The Problem with “Driving It Into the Ground”

I subscribe to the philosophy of driving a car into the ground before you replace it. I’m thirty five years old and over the course of my entire life (since I was sixteen), I’ve been the primary driver of only three automobiles – and the third one is going to last several more years.

With the first two automobiles, I literally drove them until the buildup of problems became completely overwhelming, leaving the repair bill for serious impending problems higher than the value of the car. In both cases, the odometer was at 200,000 miles or more.

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In both cases, I replaced it with a used car. I replaced my 1985 Buick Skyhawk with a 1997 Ford F-150 in 2003, then in 2010 I replaced the Ford F-150 with a 2004 Honda Pilot. I plan on driving the Pilot for at least five more years.

This policy saves quite a bit of money. My insurance rates on the vehicle are pretty low (it’s more than a decade old at this point, since it was manufactured in late 2003), which is the big savings point. I’m also enjoying a long period between car replacement cycles. I’ve had this car paid for since 2010 (we paid cash for it) and I won’t have to pay for another car until 2019 or so – that’s nine years without a car payment.

The “drive it into the ground” policy creates an interesting problem.

Part of the reason for owning a car is that it’s reliable – you can simply go out there and start it up when you need to go somewhere. After a certain point, every car begins to wear down and when sufficient wear begins to build up, parts break down.

This cuts right into that reliability – when the parts start breaking down, you’ll find yourself heading out to start the car, only to find that it doesn’t start or that some other disabling problem pops up when you drive it. When a car becomes regularly unreliable, then it’s time to move on to a replacement car.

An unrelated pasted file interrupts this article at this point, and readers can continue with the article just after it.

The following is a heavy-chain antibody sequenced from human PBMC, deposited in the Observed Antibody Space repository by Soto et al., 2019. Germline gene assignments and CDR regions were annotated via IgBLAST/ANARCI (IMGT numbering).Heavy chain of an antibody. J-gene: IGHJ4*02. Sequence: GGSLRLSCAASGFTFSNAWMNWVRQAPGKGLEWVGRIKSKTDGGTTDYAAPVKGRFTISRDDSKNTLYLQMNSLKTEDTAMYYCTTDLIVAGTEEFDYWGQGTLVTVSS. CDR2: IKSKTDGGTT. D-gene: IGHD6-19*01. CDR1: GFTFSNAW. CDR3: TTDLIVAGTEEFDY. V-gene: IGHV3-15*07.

When exactly is a car considered to be “driven into the ground”?

For me, when you begin to accept it as a given that your car might not start when you go out there in the morning and need to get to work (or get children to school), I consider that car “driven into the ground.” If you feel as though it’s more than a remote possibility that your car won’t start because of yet another problem, then you’ve driven it into the ground.

That’s more of a personal feeling than an actual metric. I personally view reliability as the number one thing that matters when it comes to an automobile, so when it loses that trait, it loses significant value in my eyes.

I also consider a car to have reached that point when you take the car to get repairs at a reputable mechanic and he/she suggests that you’ll be facing a bunch of repairs in the near future. If those repairs significantly exceed the value of the car, then it’s time to move on.

Here, at least, you’re relying on numbers. You can pull out the blue book value of your car and if the repairs are more than 20% more than the value of your car, then it’s probably time to move on.

In both cases, there’s usually some advance warning before you have to replace your vehicle. Both of these situations are precursors to the moment where you actually have to upgrade the car, giving you a month or two to shop around.

That, to me, is really the key to all of this. You do not want to wait until your car is completely unusable before you start shopping for a replacement. You need a little bit of time to shop around so that you’re not stuck simply buying the first car you find that’s available simply out of urgency. You might lose a slight bit of value by upgrading before the very end, but you’ll save far more by having some time to shop around.

Thus, when you practice “running it into the ground,” you should actually start shopping around when the warning signs are clear, not when the car actually fails. This gives you time to find a good bargain before you’re pushed up against the wall.

Look for the warning signs before the end of your car’s life and your wallet will really thank you.

Trent Hamm

Founder & Columnist

Trent Hamm founded The Simple Dollar in 2006 and still writes a daily column on personal finance. He’s the author of three books published by Simon & Schuster and Financial Times Press, has contributed to Business Insider, US News & World Report, Yahoo Finance, and Lifehacker, and his financial advice has been featured in The New York Times, TIME, Forbes, The Guardian, and elsewhere.